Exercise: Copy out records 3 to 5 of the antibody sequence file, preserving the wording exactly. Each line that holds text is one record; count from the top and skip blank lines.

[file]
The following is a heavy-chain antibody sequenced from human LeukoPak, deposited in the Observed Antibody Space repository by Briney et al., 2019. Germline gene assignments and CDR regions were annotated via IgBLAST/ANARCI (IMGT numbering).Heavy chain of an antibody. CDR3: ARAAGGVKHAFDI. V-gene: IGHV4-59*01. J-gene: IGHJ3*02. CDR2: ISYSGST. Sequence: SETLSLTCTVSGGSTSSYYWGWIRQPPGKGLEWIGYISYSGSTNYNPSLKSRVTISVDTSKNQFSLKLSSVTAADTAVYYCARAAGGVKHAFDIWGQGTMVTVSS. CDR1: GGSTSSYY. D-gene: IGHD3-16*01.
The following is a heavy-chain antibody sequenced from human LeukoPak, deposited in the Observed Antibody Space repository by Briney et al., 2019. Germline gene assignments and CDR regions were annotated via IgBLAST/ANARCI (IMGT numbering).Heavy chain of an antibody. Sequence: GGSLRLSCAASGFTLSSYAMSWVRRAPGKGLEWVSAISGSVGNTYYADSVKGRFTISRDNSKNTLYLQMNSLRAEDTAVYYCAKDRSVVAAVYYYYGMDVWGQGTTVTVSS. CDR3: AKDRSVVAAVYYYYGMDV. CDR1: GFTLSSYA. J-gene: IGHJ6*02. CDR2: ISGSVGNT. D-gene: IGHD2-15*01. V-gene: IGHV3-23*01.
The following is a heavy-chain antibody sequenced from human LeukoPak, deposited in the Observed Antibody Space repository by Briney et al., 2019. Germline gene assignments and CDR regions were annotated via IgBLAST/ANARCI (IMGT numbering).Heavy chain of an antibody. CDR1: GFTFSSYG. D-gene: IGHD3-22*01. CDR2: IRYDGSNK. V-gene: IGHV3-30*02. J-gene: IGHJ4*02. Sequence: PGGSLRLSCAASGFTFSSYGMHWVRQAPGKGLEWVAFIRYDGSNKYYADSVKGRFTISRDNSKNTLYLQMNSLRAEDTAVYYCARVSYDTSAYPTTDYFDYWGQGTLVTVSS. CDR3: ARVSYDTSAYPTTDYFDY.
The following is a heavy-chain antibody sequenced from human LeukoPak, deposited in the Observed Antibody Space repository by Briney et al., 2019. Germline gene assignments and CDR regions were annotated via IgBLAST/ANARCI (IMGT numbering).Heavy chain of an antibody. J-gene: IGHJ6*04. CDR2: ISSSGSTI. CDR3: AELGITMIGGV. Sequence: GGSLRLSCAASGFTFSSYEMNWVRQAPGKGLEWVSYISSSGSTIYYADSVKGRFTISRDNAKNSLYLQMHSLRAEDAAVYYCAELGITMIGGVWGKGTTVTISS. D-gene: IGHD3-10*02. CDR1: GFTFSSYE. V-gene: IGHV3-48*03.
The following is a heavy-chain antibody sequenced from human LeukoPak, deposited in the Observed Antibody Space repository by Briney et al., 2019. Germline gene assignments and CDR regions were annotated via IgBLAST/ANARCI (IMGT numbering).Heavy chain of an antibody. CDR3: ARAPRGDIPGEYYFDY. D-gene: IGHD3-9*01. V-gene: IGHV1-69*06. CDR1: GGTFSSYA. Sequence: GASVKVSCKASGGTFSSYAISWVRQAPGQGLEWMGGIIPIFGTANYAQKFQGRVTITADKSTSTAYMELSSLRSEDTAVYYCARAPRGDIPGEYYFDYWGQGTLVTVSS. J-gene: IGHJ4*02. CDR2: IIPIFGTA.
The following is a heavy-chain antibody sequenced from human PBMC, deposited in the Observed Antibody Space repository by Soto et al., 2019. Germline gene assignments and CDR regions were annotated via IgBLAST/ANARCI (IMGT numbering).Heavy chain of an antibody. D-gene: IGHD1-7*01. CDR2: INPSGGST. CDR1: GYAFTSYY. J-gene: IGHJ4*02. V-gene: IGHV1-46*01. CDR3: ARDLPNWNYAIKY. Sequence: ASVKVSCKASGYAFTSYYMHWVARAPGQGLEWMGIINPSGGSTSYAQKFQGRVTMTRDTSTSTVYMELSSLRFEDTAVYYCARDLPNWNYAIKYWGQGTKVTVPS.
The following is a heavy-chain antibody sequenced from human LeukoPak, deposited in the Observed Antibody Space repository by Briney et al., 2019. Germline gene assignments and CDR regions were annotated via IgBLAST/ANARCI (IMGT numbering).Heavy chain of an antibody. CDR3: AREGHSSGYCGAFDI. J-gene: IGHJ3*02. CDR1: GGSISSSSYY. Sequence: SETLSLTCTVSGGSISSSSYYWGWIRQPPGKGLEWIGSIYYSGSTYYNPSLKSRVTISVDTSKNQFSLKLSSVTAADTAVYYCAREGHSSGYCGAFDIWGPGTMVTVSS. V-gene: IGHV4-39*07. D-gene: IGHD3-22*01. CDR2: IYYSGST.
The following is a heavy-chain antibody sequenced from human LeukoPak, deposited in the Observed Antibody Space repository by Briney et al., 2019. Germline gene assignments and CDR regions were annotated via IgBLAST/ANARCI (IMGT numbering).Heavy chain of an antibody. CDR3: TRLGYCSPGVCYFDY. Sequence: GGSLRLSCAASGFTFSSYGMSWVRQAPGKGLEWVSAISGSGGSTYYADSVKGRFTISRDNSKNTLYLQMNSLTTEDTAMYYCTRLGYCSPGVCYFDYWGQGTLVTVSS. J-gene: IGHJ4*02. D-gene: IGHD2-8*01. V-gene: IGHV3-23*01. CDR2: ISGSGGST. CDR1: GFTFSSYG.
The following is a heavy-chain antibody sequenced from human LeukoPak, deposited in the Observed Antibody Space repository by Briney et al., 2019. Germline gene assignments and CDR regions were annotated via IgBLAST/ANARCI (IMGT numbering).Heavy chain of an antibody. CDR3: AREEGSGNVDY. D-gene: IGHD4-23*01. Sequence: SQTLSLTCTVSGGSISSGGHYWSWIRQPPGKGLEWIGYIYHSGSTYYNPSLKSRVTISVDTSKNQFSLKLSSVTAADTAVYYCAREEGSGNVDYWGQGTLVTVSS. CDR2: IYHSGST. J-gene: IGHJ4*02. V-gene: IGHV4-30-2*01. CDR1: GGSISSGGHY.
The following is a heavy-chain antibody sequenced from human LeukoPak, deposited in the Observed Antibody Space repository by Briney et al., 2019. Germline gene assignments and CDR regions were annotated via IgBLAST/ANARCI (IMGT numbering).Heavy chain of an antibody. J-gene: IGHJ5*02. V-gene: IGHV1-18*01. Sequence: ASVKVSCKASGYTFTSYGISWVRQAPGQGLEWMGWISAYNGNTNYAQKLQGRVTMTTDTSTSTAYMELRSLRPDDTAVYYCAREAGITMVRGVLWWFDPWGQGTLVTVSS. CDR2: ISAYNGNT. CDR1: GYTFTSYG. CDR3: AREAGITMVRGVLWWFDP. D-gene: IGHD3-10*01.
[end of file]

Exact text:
The following is a heavy-chain antibody sequenced from human LeukoPak, deposited in the Observed Antibody Space repository by Briney et al., 2019. Germline gene assignments and CDR regions were annotated via IgBLAST/ANARCI (IMGT numbering).Heavy chain of an antibody. CDR1: GFTFSSYG. D-gene: IGHD3-22*01. CDR2: IRYDGSNK. V-gene: IGHV3-30*02. J-gene: IGHJ4*02. Sequence: PGGSLRLSCAASGFTFSSYGMHWVRQAPGKGLEWVAFIRYDGSNKYYADSVKGRFTISRDNSKNTLYLQMNSLRAEDTAVYYCARVSYDTSAYPTTDYFDYWGQGTLVTVSS. CDR3: ARVSYDTSAYPTTDYFDY.
The following is a heavy-chain antibody sequenced from human LeukoPak, deposited in the Observed Antibody Space repository by Briney et al., 2019. Germline gene assignments and CDR regions were annotated via IgBLAST/ANARCI (IMGT numbering).Heavy chain of an antibody. J-gene: IGHJ6*04. CDR2: ISSSGSTI. CDR3: AELGITMIGGV. Sequence: GGSLRLSCAASGFTFSSYEMNWVRQAPGKGLEWVSYISSSGSTIYYADSVKGRFTISRDNAKNSLYLQMHSLRAEDAAVYYCAELGITMIGGVWGKGTTVTISS. D-gene: IGHD3-10*02. CDR1: GFTFSSYE. V-gene: IGHV3-48*03.
The following is a heavy-chain antibody sequenced from human LeukoPak, deposited in the Observed Antibody Space repository by Briney et al., 2019. Germline gene assignments and CDR regions were annotated via IgBLAST/ANARCI (IMGT numbering).Heavy chain of an antibody. CDR3: ARAPRGDIPGEYYFDY. D-gene: IGHD3-9*01. V-gene: IGHV1-69*06. CDR1: GGTFSSYA. Sequence: GASVKVSCKASGGTFSSYAISWVRQAPGQGLEWMGGIIPIFGTANYAQKFQGRVTITADKSTSTAYMELSSLRSEDTAVYYCARAPRGDIPGEYYFDYWGQGTLVTVSS. J-gene: IGHJ4*02. CDR2: IIPIFGTA.